As I understand, a Spring based web application is initialized as below:

Step 1: Servlet container (e.g. Tomcat) locates the implementation of ServletContainerInitializer, which is SpringServletContainerInitializer.

Step 2: SpringServletContainerInitializer creates DispatcherServlet and ContextLoaderListener

Step 3: DispatcherServlet creates servlet application context. And ContextLoaderListener creates root application context.

Step 1 is defined by Servlet 3.0 spec. Step 2, 3 are totally defined by Spring.

I can see the rational of putting web beans in servlet context and non-web beans in root context. But why do we have to create these 2 contexts in different places, i.e. DispatcherServlet and ContextLoaderListener?

If all we want is just to prepare everything necessary, why not just create both contexts in ContextLoaderListener since it can be seen as the main() method of the whole web application. I think that's more logic and current approach only complicates things up.


Based on @Shailendra's reply, I draw this:

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My understanding is, Spring introduced the application context concepts and store them in the Servlet Context. Servlet Context is a concept introduced by java servlet technolgoy.

I guess the DispatcherServlet implementation should have a member variable to hold the key to its servlet application context in the servlet context. So it can access it's own context. Maybe the key is the servlet name.

And the root application context should have a well-known key so everyone can access it.


The well-known key for root application context is this:

(in org.springframework.web.context.WebApplicationContext)

String ROOT_WEB_APPLICATION_CONTEXT_ATTRIBUTE = WebApplicationContext.class.getName() + ".ROOT";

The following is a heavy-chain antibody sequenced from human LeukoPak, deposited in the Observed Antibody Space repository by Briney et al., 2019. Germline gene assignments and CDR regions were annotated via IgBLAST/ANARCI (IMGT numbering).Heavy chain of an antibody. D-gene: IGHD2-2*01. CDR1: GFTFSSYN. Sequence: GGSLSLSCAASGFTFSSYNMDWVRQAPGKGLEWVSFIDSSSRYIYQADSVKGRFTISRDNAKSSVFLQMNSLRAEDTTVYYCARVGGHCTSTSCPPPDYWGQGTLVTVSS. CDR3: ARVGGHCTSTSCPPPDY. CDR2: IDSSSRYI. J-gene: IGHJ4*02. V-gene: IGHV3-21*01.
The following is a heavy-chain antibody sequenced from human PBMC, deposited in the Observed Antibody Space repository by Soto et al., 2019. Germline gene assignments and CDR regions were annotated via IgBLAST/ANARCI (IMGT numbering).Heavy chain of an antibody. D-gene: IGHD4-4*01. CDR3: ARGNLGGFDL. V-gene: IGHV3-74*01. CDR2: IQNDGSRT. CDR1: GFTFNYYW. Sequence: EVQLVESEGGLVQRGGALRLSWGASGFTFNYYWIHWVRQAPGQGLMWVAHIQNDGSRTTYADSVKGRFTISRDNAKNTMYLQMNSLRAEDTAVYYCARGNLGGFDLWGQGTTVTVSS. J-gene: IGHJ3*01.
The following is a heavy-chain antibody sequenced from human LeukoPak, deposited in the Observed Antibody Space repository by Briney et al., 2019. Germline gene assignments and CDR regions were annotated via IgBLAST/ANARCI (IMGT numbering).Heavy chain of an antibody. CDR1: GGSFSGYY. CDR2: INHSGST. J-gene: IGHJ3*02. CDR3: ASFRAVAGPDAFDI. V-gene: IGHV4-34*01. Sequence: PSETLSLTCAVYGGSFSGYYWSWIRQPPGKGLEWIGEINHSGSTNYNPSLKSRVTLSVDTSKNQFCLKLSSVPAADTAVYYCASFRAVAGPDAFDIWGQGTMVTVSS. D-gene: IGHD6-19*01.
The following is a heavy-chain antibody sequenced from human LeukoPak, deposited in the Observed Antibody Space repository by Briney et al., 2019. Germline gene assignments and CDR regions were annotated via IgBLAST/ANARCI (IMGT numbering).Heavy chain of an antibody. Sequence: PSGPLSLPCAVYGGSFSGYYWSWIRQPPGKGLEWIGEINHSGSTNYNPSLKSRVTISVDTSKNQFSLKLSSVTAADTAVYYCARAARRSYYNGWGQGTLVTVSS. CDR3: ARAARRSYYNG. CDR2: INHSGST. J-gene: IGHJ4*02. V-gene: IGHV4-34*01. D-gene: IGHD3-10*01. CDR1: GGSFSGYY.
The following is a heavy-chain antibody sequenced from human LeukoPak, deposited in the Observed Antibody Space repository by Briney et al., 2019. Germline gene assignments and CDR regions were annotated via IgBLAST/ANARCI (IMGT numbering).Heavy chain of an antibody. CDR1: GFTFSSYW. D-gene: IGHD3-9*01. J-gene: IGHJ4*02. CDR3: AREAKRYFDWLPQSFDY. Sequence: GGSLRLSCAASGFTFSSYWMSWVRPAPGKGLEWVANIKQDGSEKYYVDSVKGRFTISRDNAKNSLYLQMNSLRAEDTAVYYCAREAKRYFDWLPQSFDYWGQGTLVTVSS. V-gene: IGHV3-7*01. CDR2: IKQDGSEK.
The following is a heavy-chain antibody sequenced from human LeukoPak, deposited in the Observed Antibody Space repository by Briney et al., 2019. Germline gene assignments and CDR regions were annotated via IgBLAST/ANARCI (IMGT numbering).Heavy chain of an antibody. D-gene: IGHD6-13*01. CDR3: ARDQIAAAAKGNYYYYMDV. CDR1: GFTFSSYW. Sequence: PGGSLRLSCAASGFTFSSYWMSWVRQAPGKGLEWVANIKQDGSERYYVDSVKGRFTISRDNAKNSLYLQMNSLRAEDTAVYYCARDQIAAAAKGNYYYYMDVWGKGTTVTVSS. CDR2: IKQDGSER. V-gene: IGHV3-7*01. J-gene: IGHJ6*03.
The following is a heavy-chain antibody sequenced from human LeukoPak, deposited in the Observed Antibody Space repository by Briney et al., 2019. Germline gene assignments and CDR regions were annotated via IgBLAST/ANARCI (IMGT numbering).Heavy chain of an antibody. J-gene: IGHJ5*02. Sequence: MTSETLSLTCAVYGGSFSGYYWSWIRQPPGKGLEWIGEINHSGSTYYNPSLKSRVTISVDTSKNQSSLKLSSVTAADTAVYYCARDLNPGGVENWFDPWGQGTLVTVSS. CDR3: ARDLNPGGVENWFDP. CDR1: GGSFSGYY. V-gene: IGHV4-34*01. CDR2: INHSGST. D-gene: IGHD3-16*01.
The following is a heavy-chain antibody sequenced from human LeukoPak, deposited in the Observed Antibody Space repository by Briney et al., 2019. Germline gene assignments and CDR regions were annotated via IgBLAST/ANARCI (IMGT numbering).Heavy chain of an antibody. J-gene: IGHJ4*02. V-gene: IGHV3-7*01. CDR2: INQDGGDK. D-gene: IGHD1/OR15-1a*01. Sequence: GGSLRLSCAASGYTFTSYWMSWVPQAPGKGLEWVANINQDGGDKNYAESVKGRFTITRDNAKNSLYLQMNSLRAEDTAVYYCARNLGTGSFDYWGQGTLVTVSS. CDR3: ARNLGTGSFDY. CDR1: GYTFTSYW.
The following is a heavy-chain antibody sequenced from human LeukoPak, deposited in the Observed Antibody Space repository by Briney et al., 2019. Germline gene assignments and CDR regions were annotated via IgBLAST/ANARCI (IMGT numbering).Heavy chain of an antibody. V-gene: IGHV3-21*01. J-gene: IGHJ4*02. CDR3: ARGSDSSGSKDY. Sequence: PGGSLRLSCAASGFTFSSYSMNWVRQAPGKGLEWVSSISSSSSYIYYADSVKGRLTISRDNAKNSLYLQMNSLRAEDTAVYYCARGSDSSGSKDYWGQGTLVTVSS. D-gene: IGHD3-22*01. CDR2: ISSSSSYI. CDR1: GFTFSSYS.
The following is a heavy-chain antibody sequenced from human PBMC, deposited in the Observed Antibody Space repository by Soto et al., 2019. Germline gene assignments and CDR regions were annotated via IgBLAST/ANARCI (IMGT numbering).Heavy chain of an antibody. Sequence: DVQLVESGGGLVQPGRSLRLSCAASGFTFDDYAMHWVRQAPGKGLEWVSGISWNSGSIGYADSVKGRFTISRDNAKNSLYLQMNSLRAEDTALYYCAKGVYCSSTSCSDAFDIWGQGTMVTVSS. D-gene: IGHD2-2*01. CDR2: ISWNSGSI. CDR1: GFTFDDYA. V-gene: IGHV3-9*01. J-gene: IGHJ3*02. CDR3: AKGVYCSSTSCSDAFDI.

The DispatcherServlet does have a reference to its WebApplicationContext. It inherits the following memeber from FrameworkServlet:

/** WebApplicationContext for this servlet */
private WebApplicationContext webApplicationContext;


public FrameworkServlet(WebApplicationContext webApplicationContext) {
    this.webApplicationContext = webApplicationContext;
  • What do you refer to with non-web beans? If your application is running in a servlet container the only context should be the servlet one, AFAIK. Spring also lets you create as many context as you want, but this only will make things more complicated.
    – Aritz
    Oct 16, 2015 at 6:16
  • @XtremeBiker by non-web beans, I mean those for back-end operations. Oct 16, 2015 at 6:56
  • 1
    Each DispatcherServlet creates its own context, you can have multiple DispatcherServlets how should the ContextLoaderListener know how many servlets there are and how to configure the context for those. It is not the task / responsibility of each of them. Also it isn't required to have a ContextLoaderListener you can do perfectly without it, so how would you bootstrap your application then? Also the different ApplicationContext instances are all stored in the ServletContext under well known names, as that is also how the DispatcherServlet detects the (optional) root context.
    – M. Deinum
    Oct 16, 2015 at 8:34
  • @M.Deinum I think as a web application designer, he should know how many DispatcherServlets there are. And what each of them needs. So designer can take the job to create necessary contexts. So for now, I think current approach is just one approach taken by Spring accidentally. It may not be the only possible/best option. Oct 16, 2015 at 13:49
  • It still is not the responsibility of the ContextLoaderListener to load the child contexts. Also there are more types of servlets constructing an ApplicationContext like the MessageDispatcherServlet for Spring WebServices.
    – M. Deinum
    Oct 16, 2015 at 16:47

1 Answer 1


But why do we have to create these 2 contexts in different places, i.e. DispatcherServlet and ContextLoaderListener

Because the two contexts are supposed to be different but yet have a hierarchical relation in order to be able to override. Typically the context loaded using ContextLoaderListener is "root" context which belongs to the whole application while the one initialized using DispatcherServlet is actually specific to that servlet. Technically you can have multiple servlets in an application and so multiple such contexts each specific for respective servlet but having same root context. For more details see another of my answer here.

  • So I guess root context is created before the dispatcher servlet context? Oct 16, 2015 at 7:01

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